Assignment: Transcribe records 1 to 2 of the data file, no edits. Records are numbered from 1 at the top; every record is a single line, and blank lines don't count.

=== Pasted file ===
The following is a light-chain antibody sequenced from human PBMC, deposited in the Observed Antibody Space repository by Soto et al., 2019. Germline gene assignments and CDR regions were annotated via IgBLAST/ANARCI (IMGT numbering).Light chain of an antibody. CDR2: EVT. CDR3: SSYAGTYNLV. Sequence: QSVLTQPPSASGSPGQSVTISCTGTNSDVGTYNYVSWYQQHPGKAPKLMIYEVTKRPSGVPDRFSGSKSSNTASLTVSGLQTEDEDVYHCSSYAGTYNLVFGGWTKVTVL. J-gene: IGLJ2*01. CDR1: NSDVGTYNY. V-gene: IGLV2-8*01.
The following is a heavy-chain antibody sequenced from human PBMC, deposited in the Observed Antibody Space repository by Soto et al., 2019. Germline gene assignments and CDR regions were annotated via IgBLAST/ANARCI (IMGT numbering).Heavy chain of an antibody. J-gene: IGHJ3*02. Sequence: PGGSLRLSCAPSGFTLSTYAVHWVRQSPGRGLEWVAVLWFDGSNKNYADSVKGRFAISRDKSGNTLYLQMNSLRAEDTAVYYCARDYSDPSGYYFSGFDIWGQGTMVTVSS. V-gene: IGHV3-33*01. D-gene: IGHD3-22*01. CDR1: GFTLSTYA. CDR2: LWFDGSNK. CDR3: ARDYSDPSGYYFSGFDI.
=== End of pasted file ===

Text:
The following is a light-chain antibody sequenced from human PBMC, deposited in the Observed Antibody Space repository by Soto et al., 2019. Germline gene assignments and CDR regions were annotated via IgBLAST/ANARCI (IMGT numbering).Light chain of an antibody. CDR2: EVT. CDR3: SSYAGTYNLV. Sequence: QSVLTQPPSASGSPGQSVTISCTGTNSDVGTYNYVSWYQQHPGKAPKLMIYEVTKRPSGVPDRFSGSKSSNTASLTVSGLQTEDEDVYHCSSYAGTYNLVFGGWTKVTVL. J-gene: IGLJ2*01. CDR1: NSDVGTYNY. V-gene: IGLV2-8*01.
The following is a heavy-chain antibody sequenced from human PBMC, deposited in the Observed Antibody Space repository by Soto et al., 2019. Germline gene assignments and CDR regions were annotated via IgBLAST/ANARCI (IMGT numbering).Heavy chain of an antibody. J-gene: IGHJ3*02. Sequence: PGGSLRLSCAPSGFTLSTYAVHWVRQSPGRGLEWVAVLWFDGSNKNYADSVKGRFAISRDKSGNTLYLQMNSLRAEDTAVYYCARDYSDPSGYYFSGFDIWGQGTMVTVSS. V-gene: IGHV3-33*01. D-gene: IGHD3-22*01. CDR1: GFTLSTYA. CDR2: LWFDGSNK. CDR3: ARDYSDPSGYYFSGFDI.